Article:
The WAGER Vol. 9(25) – What’s Underneath? The Role of Negative Affect in the Tobacco/Gambling Link
In countless movies, paintings, and in many casinos, smoking and gambling seem to go hand in hand. This might seem like a mere aesthetic coincidence, but researchers have found that there is a link between problem gambling and smoking. For example, a past WAGER (8(5)) discussed a study by Petry & Oncken (2002) that found the smoking rate among people in treatment for problem gambling to be significantly higher than in the general population. Their results even show that daily smokers tend to have more severe gambling problems than non-daily smokers. This week’s WAGER presents the results of a study by Rodda, Brown, and Phillips (2004) that examines the role of negative affect in tobacco use and gambling. The authors define negative affect as “self-reported negative mood states, such as anxiety or depression.”
The authors surveyed Electronic Gaming Machine (EGM) patrons in five clubs and hotels in the western and southeastern regions of Melbourne, Australia. These venues had an average of 58.2 EGMs in each establishment (range = 20-90). To obtain their sample, the researchers positioned themselves in the foyer of the venues at various times on Fridays, Saturdays and Sundays, during the course of six weeks. Researchers only approached customers who made eye contact with them on their way into the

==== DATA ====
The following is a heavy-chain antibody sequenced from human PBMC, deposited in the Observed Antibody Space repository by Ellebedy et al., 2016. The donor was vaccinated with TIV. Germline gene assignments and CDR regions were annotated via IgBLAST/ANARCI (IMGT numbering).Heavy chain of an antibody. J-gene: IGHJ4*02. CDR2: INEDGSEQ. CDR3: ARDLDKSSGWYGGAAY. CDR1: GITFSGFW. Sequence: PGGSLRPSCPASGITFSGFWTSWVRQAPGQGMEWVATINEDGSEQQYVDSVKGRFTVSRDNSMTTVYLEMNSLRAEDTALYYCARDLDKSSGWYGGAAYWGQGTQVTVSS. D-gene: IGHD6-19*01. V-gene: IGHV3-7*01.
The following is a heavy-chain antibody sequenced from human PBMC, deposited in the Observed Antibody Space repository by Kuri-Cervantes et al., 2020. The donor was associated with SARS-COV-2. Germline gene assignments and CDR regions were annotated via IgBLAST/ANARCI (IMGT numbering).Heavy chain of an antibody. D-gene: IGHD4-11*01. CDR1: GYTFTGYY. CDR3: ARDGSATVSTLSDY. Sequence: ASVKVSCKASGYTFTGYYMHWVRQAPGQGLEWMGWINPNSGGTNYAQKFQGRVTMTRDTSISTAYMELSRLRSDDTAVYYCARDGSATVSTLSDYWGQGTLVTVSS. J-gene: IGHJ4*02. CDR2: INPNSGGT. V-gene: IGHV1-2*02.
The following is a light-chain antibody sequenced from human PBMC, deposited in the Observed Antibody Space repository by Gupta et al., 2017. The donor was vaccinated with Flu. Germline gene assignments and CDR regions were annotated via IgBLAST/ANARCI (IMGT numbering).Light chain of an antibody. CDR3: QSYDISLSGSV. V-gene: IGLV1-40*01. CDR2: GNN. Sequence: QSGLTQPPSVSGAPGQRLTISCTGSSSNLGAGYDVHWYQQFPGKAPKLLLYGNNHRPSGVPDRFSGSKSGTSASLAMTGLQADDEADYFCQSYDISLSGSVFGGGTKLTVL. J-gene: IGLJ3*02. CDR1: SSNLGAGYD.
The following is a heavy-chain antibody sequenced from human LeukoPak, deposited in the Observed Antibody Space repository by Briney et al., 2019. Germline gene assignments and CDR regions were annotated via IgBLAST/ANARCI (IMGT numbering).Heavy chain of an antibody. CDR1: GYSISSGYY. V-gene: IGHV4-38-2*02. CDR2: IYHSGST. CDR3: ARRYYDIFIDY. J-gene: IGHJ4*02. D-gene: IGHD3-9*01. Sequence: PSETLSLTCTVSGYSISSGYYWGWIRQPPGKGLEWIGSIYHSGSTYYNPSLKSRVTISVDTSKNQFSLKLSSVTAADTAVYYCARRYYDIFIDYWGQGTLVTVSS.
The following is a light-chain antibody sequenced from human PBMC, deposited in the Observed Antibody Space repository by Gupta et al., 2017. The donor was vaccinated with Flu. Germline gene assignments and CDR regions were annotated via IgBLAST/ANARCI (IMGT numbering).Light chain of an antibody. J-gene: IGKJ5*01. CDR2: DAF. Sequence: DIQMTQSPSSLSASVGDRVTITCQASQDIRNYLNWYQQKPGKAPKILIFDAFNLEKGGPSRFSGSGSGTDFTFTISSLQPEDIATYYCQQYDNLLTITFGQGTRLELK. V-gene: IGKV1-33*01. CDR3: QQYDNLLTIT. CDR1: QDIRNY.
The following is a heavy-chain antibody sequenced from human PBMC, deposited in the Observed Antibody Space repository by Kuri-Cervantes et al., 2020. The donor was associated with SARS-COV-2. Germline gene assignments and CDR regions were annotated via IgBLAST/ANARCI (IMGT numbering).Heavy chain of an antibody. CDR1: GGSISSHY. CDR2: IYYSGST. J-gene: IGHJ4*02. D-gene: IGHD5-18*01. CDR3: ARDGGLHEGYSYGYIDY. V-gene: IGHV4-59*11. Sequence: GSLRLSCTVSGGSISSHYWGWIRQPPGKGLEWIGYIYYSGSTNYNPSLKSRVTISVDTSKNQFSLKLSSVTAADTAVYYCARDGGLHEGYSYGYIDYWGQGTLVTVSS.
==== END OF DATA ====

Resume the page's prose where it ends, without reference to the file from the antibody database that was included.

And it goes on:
establishments and informed participants that their participation in the study was voluntary and entirely confidential. Only 20% of those approached by researchers participated in the study: 35 males and 46 females ages 18 to 82 (mean age = 40; SD = 15.96). Participants completed three questionnaires: (1) the Tobacco Dependence Scale (TDS) used to assess tobacco dependence (Kawakami et al., 1999); (2) the South Oaks Gambling Screen (SOGS) used to screen for problem gambling (Lesieur & Blume, 1987); and (3) the Trait Scale of the State-Trait Anxiety Inventory (STAI) used to measure negative affect (i.e., depression and anxiety) (Spielberger et al., 1970). The research instrument also contained demographic information, but the authors found that these variables were not associated with smoking, anxiety or gambling. Therefore they excluded this information from their analysis.
The authors report that the prevalence rate for smoking in the general population of Victoria, Australia is 25%; in this sample of gamblers, the prevalence was 59.3% (95% CI = 48.3, 70.2). Twenty-nine participants (35.8%) scored above the SOGS cut-off for probable pathological gambling (i.e., affirmative responses to 5 or more items) and, of these, 24 (82.8%, CI = 68.2 – 97.4) were smokers and 5 (17.2%, CI = 2.6-31.8) non-smokers. Of the non-problem gamblers, 24 (46.2%, CI = 32.1 – 60.2) were smokers and 28 (53.8%, CI = 39.8 – 67.9) were non-smokers.
Pearsons and point-biserial correlations showed that SOGS scores predicted both smoking status and tobacco dependence scores. Anxiety scores positively correlated with smoking status, SOGS scores, and tobacco dependence scores (see Table 1). To determine whether anxiety mediates the smoking/gambling link, the authors conducted ANOVAs with and without anxiety as a covariate. They suggest that a significant drop in the magnitude of the F statistic would reveal that anxiety drives the relationship between smoking and gambling. Testing this logic, the F value dropped from 14.9 to 6.45